Sunday, July 24, 2011

Cloyne bishop John Magee should be arrested

Archbishop Diarmuid Martin of Dublin has led the nation’s fury over an official report into sex abuse in the Diocese of Cloyne and Catholic Church cover-ups.

Former Bishop John Magee of Cloyne, who has been missing since the report from Judge Yvonne Murphy, and is believed to be somewhere in the U.S., has had pressure piled on him to assume accountability in the aftermath of the damning report.

Cover-ups stretched all the way to the Vatican, where Magee was once a high-profile and powerful secretary to three popes. He is accused in the report of hugging and kissing a teenage boy on the forehead and telling him he dreamt about him.

So deep has been the national outrage that there has been no popular groundswell of opinion against plans by Justice Minister Alan Shatter and Children’s Minister Frances Fitzgerald to toughen legislation and make it illegal for a priest to fail to fail to report child abuse to police, even if he hears it in confession.

Shatter plans to impose jail sentences of up to five years for the failure-to-report offense.

Proposals for a visit to Ireland by Pope Benedict XVI next year are understood to have been shelved.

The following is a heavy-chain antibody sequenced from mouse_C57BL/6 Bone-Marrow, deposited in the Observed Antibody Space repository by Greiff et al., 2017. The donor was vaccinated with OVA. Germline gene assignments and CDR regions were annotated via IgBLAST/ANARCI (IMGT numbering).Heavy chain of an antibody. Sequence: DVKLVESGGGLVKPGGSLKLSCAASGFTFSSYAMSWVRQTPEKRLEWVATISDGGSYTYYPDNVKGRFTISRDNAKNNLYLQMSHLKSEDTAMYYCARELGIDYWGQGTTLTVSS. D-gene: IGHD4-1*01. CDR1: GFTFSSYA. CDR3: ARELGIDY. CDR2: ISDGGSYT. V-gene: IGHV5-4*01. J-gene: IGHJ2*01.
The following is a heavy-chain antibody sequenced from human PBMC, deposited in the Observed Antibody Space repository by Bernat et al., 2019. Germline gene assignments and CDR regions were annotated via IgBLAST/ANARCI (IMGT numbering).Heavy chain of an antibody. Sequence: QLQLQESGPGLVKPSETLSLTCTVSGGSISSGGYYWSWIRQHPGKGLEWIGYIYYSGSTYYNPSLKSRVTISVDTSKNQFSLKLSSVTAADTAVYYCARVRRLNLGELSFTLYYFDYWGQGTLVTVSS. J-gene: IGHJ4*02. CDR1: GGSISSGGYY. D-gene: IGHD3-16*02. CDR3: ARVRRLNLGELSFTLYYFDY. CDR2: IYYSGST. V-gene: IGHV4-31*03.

Jack O’Donnell, whose late daughter Maeve made a complaint to Magee that she was abused while a teenager by a Cloyne priest, supported the call by Father Tom Doyle for members of the hierarchy to be jailed for covering up abuse.

O’Donnell said, “I agree with Father Doyle. Until such time as some senior figure in the church hears a prison door clang shut behind him, then the cover-ups and the concealment will continue. Anyone engaging in a cover-up should be prosecuted and punished.”

Government plans to jail priests for up to five years if they fail to report information on child sex abuse, even if it was obtained in the confession box, put it in direct conflict with the traditional teachings of the church. A Catholic bishops spokesman said the seal of confession “places an onerous responsibility on the confessor/priest, and a breach of it would be a serious offense to the rights of penitents.”

Taoiseach (Prime Minister) Enda Kenny backed the tough new laws to compel priests to report pedophiles to Gardai.

“The law of the land should not be stopped by a crozier or a collar,” Kenny said. Kenny described as “absolutely disgraceful” the attitude of the Vatican to complaints of child sex abuse in the Cloyne diocese.
Full editorial at Irish News

Leading Ireland’s fury, Martin said he did not see a situation in which Magee, who should return instantly from wherever he is abroad, would practice public ministry ever again.

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